Liturgical Dramas

Liturgical drama is a term that refers to a kind of early Medieval drama that performed stories and scenes from the Bible as part of religious services. The term liturgical drama has come under scrutiny by critics, and it is often confused with other kinds of performances that developed during this time.

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Table of contents

    Liturgical dramas: meaning

    Liturgical dramas are religious plays that were performed in medieval Europe during Christian religious services. These dramas typically depicted stories from the Bible, such as the life of Christ, the Passion, and the Resurrection.

    They were performed by priests and members of the church, often in the language of the people, rather than in Latin. Liturgical dramas were designed to teach and inspire the faithful, and to bring the stories of the Bible to life in a way that was accessible and engaging for the audience.

    The Middle Ages, also known as the Medieval period, was a historical period in Europe that lasted from the 11th century to the 14th century.

    Origins and development

    Liturgical dramas began as a part of Medieval Christian liturgy (forms of worship). In standard Medieval church services, chanted call-and-response dialogues were commonly performed between priests and the congregation in Latin.

    There is some debate amongst scholars about the validity of the term, however, especially regarding these chants and whether they can accurately be described as dramas. It is noted that Medieval mass services functioned as a kind of ritual drama, arguably with relevant characteristics including dramatic exposition, setting, character and dialogue, which was often chanted to simple melodies.

    However, liturgy in the Middle Ages is also known to have included other elements, like lyrics, visual impressions, and tableaux vivants of Biblical scenes, and so the dramatic label can seem rather limiting.

    A tableau vivant is a still scene in which actors, models and props depict a moment or image. The term is French for 'living picture'.

    Nevertheless, it is known that the Catholic Church and accompanying services were naturally dramatic and performative. Liturgical dramas functioned as a manner of worship during these services, deeply integrated within the Church.

    Liturgical dramas progressively grew in length and sophistication, reaching a height during the 12th and 13th centuries, seeming, by this point, to more accurately match the dramatic label. Most depicted various tales from the Bible, including the resurrection of Christ, the Nativity, Daniel in the lion's den, amongst others, as well as stories about Saints, particularly St. Nicholas and the Virgin Mary.

    Liturgical dramas, religious services, StudySmarterFig. 1 - Liturgical dramas were performed in the medieval period during religious services.

    Liturgical drama vs vernacular drama

    As liturgical plays became more popular, they started to serve as entertainment, becoming distanced from their liturgical origins.

    Eventually, dramas began to explore secular themes and were performed in the vernacular (local, spoken languages) rather than in Latin. As this occurred, many began to lose the Church's sponsorship and instead started to become publicly funded. These became known as vernacular dramas.

    Three major types of vernacular drama developed:

    1. Morality plays: these dramas focused on conveying religious messages that intended to teach audiences how to make moral choices in their lives, using stories from the Bible.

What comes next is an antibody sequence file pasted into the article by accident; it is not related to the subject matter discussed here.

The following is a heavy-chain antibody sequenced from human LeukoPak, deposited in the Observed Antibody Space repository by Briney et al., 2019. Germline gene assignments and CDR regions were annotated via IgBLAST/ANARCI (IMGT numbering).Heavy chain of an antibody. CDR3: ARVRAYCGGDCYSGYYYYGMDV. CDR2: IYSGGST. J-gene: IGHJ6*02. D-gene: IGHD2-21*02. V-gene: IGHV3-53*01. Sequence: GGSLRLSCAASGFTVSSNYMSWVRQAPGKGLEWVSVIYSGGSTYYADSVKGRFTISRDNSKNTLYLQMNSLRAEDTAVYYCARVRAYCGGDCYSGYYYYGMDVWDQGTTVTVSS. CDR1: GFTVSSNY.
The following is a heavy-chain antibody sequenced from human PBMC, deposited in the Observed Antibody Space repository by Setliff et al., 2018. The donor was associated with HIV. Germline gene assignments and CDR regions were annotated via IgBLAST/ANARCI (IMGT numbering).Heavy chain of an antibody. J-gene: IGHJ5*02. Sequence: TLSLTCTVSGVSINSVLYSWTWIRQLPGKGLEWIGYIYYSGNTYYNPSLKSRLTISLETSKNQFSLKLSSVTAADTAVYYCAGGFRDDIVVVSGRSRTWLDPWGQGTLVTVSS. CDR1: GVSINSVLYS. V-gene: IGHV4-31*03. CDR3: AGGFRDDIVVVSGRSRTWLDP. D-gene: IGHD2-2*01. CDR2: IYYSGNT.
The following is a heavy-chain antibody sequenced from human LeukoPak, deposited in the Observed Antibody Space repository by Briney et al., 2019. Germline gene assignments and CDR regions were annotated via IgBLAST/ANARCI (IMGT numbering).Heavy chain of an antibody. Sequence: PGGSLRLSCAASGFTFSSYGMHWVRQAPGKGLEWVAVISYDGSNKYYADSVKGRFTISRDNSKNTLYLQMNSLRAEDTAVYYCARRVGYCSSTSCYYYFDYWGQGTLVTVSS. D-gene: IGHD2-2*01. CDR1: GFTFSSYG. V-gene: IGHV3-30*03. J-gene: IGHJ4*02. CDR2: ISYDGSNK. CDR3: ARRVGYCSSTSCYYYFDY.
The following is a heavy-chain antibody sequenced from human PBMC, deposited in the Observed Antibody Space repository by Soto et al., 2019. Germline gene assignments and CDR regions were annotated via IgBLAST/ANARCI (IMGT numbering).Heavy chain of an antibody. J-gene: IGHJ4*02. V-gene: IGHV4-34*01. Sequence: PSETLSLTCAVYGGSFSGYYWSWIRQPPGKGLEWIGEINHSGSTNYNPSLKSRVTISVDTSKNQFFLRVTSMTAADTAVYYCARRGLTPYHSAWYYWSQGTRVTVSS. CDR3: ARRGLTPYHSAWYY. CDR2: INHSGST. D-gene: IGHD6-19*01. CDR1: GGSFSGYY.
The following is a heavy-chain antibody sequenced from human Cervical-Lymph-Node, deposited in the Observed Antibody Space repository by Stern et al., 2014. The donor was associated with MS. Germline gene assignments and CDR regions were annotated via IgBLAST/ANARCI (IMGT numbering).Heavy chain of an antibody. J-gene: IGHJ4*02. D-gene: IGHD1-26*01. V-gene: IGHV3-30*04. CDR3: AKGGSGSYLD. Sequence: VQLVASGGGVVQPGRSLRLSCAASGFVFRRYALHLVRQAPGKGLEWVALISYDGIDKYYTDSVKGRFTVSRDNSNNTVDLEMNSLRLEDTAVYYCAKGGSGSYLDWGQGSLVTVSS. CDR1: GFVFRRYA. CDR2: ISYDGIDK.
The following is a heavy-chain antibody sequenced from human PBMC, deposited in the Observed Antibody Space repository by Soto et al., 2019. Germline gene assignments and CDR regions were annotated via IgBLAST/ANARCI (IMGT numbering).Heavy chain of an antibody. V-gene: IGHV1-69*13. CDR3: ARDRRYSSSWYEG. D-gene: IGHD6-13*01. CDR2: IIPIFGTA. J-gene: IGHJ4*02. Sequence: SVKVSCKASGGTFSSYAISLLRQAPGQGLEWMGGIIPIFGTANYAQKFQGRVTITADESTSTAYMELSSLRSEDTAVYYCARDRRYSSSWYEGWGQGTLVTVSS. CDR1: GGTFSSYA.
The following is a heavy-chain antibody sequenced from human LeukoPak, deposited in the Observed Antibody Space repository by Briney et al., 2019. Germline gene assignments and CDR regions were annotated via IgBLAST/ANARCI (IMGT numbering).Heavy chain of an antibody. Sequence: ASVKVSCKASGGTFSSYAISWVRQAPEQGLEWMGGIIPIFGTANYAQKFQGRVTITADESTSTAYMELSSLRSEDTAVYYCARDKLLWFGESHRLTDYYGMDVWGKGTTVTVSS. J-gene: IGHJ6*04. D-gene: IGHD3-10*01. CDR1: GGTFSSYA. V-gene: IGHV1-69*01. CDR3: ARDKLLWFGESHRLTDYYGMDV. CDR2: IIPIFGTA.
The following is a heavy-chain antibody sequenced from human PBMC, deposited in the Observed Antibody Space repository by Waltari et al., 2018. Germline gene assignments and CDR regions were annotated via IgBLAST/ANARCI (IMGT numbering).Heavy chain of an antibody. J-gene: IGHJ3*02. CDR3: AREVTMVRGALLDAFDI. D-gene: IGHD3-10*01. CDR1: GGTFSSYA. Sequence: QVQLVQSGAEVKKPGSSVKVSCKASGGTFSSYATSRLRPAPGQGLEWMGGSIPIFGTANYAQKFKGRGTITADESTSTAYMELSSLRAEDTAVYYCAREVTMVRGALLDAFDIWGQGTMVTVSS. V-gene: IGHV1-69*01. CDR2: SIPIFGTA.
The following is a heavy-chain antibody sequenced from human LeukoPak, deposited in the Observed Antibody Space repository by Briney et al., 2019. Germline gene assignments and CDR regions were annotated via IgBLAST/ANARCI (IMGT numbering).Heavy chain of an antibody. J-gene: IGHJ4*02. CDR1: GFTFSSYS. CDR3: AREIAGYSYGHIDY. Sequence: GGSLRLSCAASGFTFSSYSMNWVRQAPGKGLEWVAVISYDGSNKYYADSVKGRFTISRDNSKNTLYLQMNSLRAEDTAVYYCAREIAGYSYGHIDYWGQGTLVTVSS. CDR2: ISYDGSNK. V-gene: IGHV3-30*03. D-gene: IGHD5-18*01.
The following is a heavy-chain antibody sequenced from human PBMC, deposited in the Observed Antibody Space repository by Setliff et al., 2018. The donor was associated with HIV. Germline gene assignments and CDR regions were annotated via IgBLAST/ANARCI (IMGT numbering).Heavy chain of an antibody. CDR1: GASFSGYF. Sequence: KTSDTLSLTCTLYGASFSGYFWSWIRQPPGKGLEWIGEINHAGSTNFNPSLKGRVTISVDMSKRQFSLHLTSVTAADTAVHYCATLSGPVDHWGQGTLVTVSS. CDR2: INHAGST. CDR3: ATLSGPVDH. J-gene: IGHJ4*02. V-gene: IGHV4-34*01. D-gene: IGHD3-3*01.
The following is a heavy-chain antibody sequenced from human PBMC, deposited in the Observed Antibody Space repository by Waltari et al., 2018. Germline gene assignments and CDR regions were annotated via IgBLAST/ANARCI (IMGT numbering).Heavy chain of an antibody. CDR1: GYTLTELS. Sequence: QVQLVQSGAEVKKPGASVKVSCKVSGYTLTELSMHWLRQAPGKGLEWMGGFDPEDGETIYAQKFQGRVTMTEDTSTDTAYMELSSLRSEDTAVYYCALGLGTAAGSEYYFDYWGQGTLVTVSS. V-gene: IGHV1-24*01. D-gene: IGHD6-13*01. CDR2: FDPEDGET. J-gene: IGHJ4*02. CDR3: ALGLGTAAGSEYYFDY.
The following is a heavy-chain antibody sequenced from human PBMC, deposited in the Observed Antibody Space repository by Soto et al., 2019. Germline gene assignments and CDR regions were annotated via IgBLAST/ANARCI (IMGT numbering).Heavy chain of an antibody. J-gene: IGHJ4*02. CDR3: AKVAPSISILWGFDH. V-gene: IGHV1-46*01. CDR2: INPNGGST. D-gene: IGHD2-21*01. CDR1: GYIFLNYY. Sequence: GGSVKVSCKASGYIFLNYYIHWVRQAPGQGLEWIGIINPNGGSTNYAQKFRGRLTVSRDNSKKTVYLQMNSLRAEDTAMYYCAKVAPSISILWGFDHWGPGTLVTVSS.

2. Mystery plays: collections of smaller religious plays depicting Biblical tales that were performed as part of celebrations on holy days, often lasting a whole day.

    3. Miracle plays: plays chronicling the lives of saints, particularly showing their miracles and martyrdom, and often transposing them into other stories about everyday people.

    All of these find their origins in liturgical dramas. Once they ceased to be performed in Latin and began to be performed outside of Church events, due to increased secular support, they came to be called vernacular dramas.

    Liturgical dramas: types

    Types of liturgical plays and dramas include Corpus Christi plays, Christmas plays, and Easter plays. Liturgical dramas were intended to enhance Mass services, especially on Christian holidays, such as Easter and Christmas.

    We can consider some early examples found in manuscripts that date back to the 10th century. These included chants and small scenes depicting Biblical scenes, particularly those relating to the celebrating of corresponding holy days.

    Easter liturgical dramas

    One of the most famous chants was 'Quem quaeritis', meaning 'Whom do you seek?', which can perhaps be considered the genesis of liturgical drama.

    It was performed as a short, staged Latin dialogue during the Introit of the Matins service on Easter morning.

    The Introit is the accompanying psalm that is sung or spoken whilst the priest approaches the altar for the Eucharist (the church service commemorating the Last Supper).

    Matins is the term for the morning prayer.

    The scene dramatically re-enacted the Biblical scene of two Angels and the three Marys at Jesus' tomb, questioning the body's disappearance after his burial, and subsequently proclaiming his resurrection, the reason for the celebration of Easter Sunday.

    The first three lines can be interpreted:

    Angels: ''Whom do you seek in the tomb?''

    Three Marys: ''Jesus of Nazareth, who was crucified.''

    Angels: ''He is not here. He has risen, just as foretold. Go! Say that he is risen.''

    The dialogue was originally sung in Latin and eventually developed into short plays which formed the foundation of liturgical dramas. The earliest record of the 'Quem quaeritis' chant performed as a drama dates to the 10th century, preserved in the Regularis Concordia (c. 965-975).

    By the 11th century, this dialogue had developed further, even beyond Easter liturgy. It became adapted into other services, incorporating other Biblical tales and events, particularly those relating to Christmas.

    Christmas liturgical dramas

    In the Middle Ages, Christmastide involved multiple liturgical practices, including Masses, musical call-and-response antiphons, plays and celebratory feast days.

    Christmastide is a term used to refer to the period immediately before and after Christmas Day, the 25th of December.

    Antiphons are short sentences that are chanted or recited before the reading of a psalm or canticle (a kind of hymn typically with a Biblical text).